Meta platforms‘ (META -1.80%) shares fell 25% after its third-quarter earnings report last week. Revenue fell 4%, earnings per share were cut in half, and the tech giant lost nearly $4 billion at Reality Labs, its metaverse division.
Meta shares are already down more than 73% year-to-date on the pain of added revenue. But investors appear to be overreacting to at least one aspect of the report. Despite its lackluster performance, the ad business is in better shape than it appears, and a recovery in the ad business is key to helping the stock recover. Let’s take a closer look at what’s missing from the market here.
A wide range of headwinds
Advertising growth has slowed for a number of reasons over the past year. An appleChanges to ad tracking appear to be the biggest reason for the disappointing growth, as the new policy made it harder to target ads. But the company also faces growing competition from TikTok, as well as a tough macro environment where businesses are pulling back on ad spending in anticipation of a recession.
The good news for investors, however, is that these challenges appear to be temporary.
While Apple’s ad-tracking transparency initiative isn’t going away, Meta’s leaders said the financial impact faded as iOS 14.5 rolled out in the third quarter of last year. CFO Dave Wenner said on the earnings call, “We’re not going to face such significant headwinds next year from a signaling perspective as we’re now dealing with the big changes made to the iOS platform.”
On the TikTok front, Meta has invested heavily in Reels, its TikTok-like short-form video feature, but has yet to fully monetize that offering. At the same time, Reels is creating a $500 million headwind as it draws attention from products like News Feed and Stories. However, Meta management said that Reels adds to the time spent on the platform and that Reels advertising has reached a percentage of $3 billion on Facebook and Instagram.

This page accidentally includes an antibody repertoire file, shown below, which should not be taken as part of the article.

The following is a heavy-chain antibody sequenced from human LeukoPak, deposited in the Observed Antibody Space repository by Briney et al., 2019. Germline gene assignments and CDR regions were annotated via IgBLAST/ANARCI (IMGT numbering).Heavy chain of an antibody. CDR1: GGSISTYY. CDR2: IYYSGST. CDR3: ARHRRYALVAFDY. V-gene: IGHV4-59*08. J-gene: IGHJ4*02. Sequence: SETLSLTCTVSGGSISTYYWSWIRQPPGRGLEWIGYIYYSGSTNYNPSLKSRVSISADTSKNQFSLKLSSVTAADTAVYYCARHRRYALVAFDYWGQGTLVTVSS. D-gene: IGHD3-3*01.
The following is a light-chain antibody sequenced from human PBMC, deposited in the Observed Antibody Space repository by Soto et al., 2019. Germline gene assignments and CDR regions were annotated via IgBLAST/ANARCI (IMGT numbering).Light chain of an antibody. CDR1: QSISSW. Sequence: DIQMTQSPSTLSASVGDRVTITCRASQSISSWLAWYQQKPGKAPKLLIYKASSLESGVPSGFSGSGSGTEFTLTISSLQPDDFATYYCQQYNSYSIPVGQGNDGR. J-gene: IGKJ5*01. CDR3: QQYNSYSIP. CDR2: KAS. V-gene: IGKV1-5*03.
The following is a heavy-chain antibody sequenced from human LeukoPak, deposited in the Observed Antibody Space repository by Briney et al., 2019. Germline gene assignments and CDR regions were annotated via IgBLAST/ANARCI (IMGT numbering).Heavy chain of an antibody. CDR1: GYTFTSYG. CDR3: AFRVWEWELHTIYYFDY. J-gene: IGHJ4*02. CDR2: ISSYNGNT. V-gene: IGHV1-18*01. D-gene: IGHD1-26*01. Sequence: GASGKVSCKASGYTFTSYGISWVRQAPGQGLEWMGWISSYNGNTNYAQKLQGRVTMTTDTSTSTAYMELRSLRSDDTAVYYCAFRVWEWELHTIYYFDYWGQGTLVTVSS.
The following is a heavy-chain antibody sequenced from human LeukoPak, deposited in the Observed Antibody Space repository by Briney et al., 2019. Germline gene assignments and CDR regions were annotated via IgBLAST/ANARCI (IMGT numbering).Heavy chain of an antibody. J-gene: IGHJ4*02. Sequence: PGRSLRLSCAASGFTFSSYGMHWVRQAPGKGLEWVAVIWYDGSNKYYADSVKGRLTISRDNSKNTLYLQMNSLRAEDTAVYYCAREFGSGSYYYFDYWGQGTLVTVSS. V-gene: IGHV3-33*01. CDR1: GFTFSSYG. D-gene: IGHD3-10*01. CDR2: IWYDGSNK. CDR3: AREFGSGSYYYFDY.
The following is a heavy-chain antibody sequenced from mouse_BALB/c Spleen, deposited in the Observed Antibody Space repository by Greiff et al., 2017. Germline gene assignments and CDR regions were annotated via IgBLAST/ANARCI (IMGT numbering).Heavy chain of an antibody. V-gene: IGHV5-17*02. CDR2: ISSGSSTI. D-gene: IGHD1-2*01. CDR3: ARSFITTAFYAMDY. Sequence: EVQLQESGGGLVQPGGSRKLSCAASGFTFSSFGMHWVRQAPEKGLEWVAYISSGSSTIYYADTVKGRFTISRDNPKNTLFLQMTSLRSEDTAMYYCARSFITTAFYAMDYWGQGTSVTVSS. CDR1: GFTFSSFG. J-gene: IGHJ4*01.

Management also said the impact from Reels will be more neutral over the next 12 to 18 months. And importantly, the company said it believes Reels is gaining time share from competitors like TikTok.
These macro headwinds do present a challenge that may continue over the next few quarters, but the economy is cyclical. Advertiser demand will eventually return. Meta experienced an accelerated version of this cycle during the pandemic, and demand for digital advertising also collapsed during the global financial crisis before recovering steadily.
Is Meta stock a buy?
After last week’s decline, Meta stock looks awfully cheap by traditional metrics. The stock is trading at a price-to-earnings ratio of less than 10. However, analysts expect the company’s earnings per share to fall 40% in the fourth quarter and see a decline of about 15% next year as well.
There’s also a wild card here in the form of Reality Labs. That business segment reported an operating loss of $3.7 billion in the third quarter and looks set to worsen next year — Meta has promised that operating losses at Reality Labs will widen significantly in 2023.
Meta expects to drive overall operating income growth after that as it controls costs in the metaverse segment, but the increase could come from a much lower base in operating income.
At this point, Meta’s ad business looks undervalued, especially since the headwinds are temporary. But the stock seems unlikely to recover until overall profits start to increase again, or until Reality Labs proves it has a viable business, which includes significant consumer demand for the headset.
Neither of these things seem likely to happen until 2024 at the earliest. That said, investors are best off waiting on the sidelines for now, as financial results seem likely to get worse before they get better.
Randy Zuckerberg, former Facebook CMO and spokesperson and sister of Meta Platforms CEO Mark Zuckerberg, is a member of The Motley Fool’s board of directors. Jeremy Bowman holds positions in Meta Platforms, Inc. The Motley Fool has positions in and recommends Apple and Meta Platforms, Inc. The Motley Fool recommends the following options: long March 2023 $120 Apple calls and short March 2023 $130 Apple calls. The Motley Fool has a disclosure policy.